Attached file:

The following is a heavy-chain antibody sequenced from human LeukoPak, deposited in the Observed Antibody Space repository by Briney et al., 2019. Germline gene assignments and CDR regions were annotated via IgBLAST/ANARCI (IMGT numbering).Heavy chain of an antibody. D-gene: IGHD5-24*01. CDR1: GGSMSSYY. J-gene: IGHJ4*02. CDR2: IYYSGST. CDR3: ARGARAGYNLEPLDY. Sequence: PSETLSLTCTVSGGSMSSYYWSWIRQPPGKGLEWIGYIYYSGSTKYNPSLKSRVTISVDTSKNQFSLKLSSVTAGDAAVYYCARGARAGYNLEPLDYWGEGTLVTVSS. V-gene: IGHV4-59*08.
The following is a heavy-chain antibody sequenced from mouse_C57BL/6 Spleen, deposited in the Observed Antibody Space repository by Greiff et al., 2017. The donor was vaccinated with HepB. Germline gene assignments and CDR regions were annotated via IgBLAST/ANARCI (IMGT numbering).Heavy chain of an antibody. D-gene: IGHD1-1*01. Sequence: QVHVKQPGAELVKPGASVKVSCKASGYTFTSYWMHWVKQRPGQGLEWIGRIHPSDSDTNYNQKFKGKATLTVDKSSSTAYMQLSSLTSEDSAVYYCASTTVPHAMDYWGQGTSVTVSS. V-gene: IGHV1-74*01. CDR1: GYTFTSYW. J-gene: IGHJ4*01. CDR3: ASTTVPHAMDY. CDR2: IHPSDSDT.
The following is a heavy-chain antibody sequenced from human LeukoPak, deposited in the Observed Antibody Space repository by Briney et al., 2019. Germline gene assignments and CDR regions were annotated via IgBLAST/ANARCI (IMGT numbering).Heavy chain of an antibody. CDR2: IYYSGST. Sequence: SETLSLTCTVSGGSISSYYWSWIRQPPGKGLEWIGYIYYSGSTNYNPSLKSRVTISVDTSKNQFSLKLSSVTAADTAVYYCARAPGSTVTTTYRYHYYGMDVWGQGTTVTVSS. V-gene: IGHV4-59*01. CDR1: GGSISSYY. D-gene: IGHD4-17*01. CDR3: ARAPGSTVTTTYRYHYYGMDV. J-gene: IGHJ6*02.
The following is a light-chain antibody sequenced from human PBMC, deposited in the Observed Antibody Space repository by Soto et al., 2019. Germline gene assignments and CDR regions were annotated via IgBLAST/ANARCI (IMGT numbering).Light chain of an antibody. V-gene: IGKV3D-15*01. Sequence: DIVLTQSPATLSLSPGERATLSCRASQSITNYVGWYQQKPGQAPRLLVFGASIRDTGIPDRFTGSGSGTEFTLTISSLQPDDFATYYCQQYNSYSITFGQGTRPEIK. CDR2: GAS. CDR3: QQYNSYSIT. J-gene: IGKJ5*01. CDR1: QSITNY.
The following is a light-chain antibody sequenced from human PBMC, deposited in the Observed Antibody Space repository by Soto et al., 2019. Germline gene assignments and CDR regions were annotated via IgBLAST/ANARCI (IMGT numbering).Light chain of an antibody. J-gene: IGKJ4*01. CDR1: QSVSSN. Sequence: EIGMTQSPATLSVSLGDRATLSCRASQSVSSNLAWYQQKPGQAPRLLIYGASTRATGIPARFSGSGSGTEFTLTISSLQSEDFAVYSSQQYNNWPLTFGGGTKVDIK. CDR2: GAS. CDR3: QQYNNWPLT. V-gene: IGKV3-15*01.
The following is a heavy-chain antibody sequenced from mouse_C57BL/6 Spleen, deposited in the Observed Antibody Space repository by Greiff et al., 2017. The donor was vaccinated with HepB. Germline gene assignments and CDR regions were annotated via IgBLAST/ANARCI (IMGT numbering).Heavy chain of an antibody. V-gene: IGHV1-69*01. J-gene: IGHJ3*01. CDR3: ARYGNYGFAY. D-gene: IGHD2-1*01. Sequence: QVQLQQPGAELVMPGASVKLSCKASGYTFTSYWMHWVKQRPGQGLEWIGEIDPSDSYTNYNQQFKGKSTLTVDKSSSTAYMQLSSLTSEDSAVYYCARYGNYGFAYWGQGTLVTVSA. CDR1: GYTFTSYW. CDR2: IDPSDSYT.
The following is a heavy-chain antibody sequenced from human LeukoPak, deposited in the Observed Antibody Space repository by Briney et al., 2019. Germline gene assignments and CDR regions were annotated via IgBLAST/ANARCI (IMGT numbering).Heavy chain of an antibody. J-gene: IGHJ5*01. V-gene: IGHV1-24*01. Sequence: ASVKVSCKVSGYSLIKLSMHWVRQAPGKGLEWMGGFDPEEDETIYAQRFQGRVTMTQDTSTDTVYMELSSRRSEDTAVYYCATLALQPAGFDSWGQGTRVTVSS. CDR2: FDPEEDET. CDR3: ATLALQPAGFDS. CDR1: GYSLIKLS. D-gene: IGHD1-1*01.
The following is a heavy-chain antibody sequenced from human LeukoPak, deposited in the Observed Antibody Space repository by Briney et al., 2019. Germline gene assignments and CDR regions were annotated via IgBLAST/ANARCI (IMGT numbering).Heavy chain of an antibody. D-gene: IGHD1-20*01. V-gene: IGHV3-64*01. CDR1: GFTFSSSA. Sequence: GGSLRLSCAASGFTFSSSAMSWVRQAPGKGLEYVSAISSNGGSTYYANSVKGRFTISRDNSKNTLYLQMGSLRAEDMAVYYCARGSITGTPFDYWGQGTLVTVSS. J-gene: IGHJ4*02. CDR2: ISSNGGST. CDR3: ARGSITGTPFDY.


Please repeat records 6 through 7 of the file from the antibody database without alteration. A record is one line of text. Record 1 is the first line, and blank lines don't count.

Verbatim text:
The following is a heavy-chain antibody sequenced from mouse_C57BL/6 Spleen, deposited in the Observed Antibody Space repository by Greiff et al., 2017. The donor was vaccinated with HepB. Germline gene assignments and CDR regions were annotated via IgBLAST/ANARCI (IMGT numbering).Heavy chain of an antibody. V-gene: IGHV1-69*01. J-gene: IGHJ3*01. CDR3: ARYGNYGFAY. D-gene: IGHD2-1*01. Sequence: QVQLQQPGAELVMPGASVKLSCKASGYTFTSYWMHWVKQRPGQGLEWIGEIDPSDSYTNYNQQFKGKSTLTVDKSSSTAYMQLSSLTSEDSAVYYCARYGNYGFAYWGQGTLVTVSA. CDR1: GYTFTSYW. CDR2: IDPSDSYT.
The following is a heavy-chain antibody sequenced from human LeukoPak, deposited in the Observed Antibody Space repository by Briney et al., 2019. Germline gene assignments and CDR regions were annotated via IgBLAST/ANARCI (IMGT numbering).Heavy chain of an antibody. J-gene: IGHJ5*01. V-gene: IGHV1-24*01. Sequence: ASVKVSCKVSGYSLIKLSMHWVRQAPGKGLEWMGGFDPEEDETIYAQRFQGRVTMTQDTSTDTVYMELSSRRSEDTAVYYCATLALQPAGFDSWGQGTRVTVSS. CDR2: FDPEEDET. CDR3: ATLALQPAGFDS. CDR1: GYSLIKLS. D-gene: IGHD1-1*01.